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Thinking of buying the Footasylum and BT share prices after 50%+ falls? Read this first

Buying recovery shares such as Footasylum (LSE: FOOT) and BT (LSE: BT.A) can be a risky move. The two companies have recorded disappointing share price performances of late. The former dropped by 50% on Monday following the release of a profit warning, while the latter has seen its valuation decline by over 50% in the last three years.

Looking ahead, further weakness may be ahead in the near term, with investor sentiment seemingly downbeat. But in the long run, could either share deliver improved performance which helps them to outperform the FTSE 100?

Uncertain future

Footasylum’s trading update released on Monday showed that it is experiencing challenging trading conditions. Weak consumer sentiment has impacted negatively on its trading performance since the beginning of the current financial year. It has been especially weak over the summer, and this means that its adjusted EBITDA (earnings before interest, tax, depreciation and amortisation) for the full year is set to be less than half of the 2018 level of £12.5m.

The company is seeking to boost its financial performance through policies such as upsizing certain stores. While this could have a positive impact on the company’s future, there appears to be little sign of a recovery in consumer sentiment in the near term. As such, it would not be a major surprise for trading conditions to remain at difficult levels, which could translate into further share price falls.

Although the Footasylum share price may now have a lower valuation than it has had in recent months, the reality is that the company is experiencing a highly-challenging period. Therefore, it may be prudent to await evidence of the start of a turnaround before buying the stock.

Turnaround potential

With the BT share price having fallen from around almost 500p to 220p within the last three years, it is clear that investor sentiment has been weak for a sustained period of time. A number of telecoms companies in the FTSE 100 and FTSE 250 have experienced difficult periods in the same time period, with competition in the quad-play sector ramping-up as operators seek to diversify their product offerings. This could cause competition to rise, and may mean that margins are squeezed at a time when consumer confidence is weak.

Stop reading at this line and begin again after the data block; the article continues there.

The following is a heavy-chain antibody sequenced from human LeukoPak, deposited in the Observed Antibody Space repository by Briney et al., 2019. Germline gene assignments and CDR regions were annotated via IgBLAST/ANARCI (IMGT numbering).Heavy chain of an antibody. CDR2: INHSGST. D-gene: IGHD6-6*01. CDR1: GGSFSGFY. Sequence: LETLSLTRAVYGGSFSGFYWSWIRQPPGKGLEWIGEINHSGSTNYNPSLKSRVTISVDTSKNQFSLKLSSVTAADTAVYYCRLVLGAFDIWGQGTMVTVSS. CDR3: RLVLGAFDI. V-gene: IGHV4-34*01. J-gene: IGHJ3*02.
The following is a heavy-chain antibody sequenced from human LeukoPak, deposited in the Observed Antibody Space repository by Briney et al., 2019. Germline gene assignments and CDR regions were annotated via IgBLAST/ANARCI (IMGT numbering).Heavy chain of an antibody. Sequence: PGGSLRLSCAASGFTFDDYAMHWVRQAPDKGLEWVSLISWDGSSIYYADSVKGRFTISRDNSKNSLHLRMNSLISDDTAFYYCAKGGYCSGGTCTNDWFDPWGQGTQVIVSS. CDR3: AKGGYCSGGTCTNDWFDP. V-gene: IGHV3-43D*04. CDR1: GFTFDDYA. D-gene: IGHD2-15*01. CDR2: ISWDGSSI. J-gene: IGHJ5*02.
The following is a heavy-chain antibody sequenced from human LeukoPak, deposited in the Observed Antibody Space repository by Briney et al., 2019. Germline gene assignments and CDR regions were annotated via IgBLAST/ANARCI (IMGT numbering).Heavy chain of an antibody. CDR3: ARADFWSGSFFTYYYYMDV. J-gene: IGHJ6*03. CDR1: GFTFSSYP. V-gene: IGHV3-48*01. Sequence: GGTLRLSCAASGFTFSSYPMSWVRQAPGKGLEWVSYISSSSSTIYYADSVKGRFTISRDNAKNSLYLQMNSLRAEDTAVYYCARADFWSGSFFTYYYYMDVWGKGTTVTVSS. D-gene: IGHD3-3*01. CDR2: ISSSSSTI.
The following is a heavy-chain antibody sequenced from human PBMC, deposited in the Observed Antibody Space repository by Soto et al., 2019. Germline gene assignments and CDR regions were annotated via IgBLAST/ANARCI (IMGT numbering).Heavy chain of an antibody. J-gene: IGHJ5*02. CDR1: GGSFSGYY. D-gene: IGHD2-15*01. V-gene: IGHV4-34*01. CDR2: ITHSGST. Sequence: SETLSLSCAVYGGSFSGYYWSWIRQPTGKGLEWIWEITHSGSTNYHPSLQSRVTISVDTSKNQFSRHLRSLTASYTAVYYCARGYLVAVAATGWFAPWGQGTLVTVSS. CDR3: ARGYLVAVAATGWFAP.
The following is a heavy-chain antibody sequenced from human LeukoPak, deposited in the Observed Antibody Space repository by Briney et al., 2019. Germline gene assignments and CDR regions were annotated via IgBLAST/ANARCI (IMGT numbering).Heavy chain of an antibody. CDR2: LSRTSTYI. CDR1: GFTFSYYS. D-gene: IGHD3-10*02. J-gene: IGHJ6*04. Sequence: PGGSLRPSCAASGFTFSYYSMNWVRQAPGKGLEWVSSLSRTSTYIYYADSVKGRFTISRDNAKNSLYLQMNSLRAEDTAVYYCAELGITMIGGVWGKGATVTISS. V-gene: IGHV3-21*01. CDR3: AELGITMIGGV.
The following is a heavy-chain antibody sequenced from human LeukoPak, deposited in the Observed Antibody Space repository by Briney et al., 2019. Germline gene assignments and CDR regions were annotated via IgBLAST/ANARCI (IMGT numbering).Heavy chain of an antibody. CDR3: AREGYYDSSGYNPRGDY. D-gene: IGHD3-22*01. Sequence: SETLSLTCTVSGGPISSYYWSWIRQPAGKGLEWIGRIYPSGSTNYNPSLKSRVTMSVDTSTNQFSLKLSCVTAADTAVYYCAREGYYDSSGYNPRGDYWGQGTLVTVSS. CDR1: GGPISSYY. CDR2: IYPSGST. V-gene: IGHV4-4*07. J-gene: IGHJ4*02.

Looking ahead, BT is expected to report a fall in earnings in each of the next two financial years. The stock market, though, seems to have factored this into the company’s valuation. The stock has a price-to-earnings (P/E) ratio of around 8.6, which suggests that there is a wide margin of safety on offer. This could cause increased demand for the company’s shares at a time when a number of FTSE 100 stocks may be starting to look overvalued.

Clearly, there is a long way to go with the company’s turnaround. A new management team will need time to put in place their own ideas and then execute their plan. However, with a low valuation and a diverse business model, the long-term prospects for the stock could be surprisingly strong.

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Peter Stephens has no position in any of the shares mentioned. The Motley Fool UK has no position in any of the shares mentioned. Views expressed on the companies mentioned in this article are those of the writer and therefore may differ from the official recommendations we make in our subscription services such as Share Advisor, Hidden Winners and Pro. Here at The Motley Fool we believe that considering a diverse range of insights makes us better investors.